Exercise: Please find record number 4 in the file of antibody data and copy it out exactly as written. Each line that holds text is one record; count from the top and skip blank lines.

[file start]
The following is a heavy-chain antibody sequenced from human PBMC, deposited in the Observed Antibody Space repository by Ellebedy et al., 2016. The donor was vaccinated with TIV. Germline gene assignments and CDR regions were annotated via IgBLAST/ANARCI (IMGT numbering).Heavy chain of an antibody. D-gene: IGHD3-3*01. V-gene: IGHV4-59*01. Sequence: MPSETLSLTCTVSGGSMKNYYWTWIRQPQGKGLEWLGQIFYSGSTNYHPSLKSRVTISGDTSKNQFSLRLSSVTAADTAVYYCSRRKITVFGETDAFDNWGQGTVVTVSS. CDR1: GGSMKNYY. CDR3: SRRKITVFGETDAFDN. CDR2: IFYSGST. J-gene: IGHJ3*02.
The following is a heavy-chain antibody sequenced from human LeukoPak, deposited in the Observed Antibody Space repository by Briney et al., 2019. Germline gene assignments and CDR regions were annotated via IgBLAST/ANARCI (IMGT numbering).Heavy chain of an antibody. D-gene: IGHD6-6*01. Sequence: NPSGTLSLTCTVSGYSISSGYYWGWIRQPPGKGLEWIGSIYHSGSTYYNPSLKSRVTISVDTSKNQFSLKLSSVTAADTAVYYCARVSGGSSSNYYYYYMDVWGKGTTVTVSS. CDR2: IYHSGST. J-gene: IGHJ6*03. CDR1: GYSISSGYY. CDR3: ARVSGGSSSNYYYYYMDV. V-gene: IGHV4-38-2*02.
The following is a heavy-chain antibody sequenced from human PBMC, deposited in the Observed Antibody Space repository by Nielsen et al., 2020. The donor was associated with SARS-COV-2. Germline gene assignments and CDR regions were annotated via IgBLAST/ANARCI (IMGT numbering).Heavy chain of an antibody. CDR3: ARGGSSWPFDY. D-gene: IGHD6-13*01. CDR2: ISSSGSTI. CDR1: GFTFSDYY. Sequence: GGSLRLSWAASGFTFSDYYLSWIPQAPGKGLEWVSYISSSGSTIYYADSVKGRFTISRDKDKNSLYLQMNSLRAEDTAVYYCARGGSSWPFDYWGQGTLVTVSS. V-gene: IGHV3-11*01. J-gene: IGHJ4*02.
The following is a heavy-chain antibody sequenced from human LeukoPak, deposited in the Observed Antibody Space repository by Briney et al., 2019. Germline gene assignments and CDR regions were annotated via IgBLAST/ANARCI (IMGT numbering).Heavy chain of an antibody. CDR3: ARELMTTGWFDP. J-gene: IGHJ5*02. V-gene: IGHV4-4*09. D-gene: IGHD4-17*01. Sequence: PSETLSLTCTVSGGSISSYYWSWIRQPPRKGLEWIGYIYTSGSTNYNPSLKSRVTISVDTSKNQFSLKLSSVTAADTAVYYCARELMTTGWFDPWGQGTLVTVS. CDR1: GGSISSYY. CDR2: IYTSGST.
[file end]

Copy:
The following is a heavy-chain antibody sequenced from human LeukoPak, deposited in the Observed Antibody Space repository by Briney et al., 2019. Germline gene assignments and CDR regions were annotated via IgBLAST/ANARCI (IMGT numbering).Heavy chain of an antibody. CDR3: ARELMTTGWFDP. J-gene: IGHJ5*02. V-gene: IGHV4-4*09. D-gene: IGHD4-17*01. Sequence: PSETLSLTCTVSGGSISSYYWSWIRQPPRKGLEWIGYIYTSGSTNYNPSLKSRVTISVDTSKNQFSLKLSSVTAADTAVYYCARELMTTGWFDPWGQGTLVTVS. CDR1: GGSISSYY. CDR2: IYTSGST.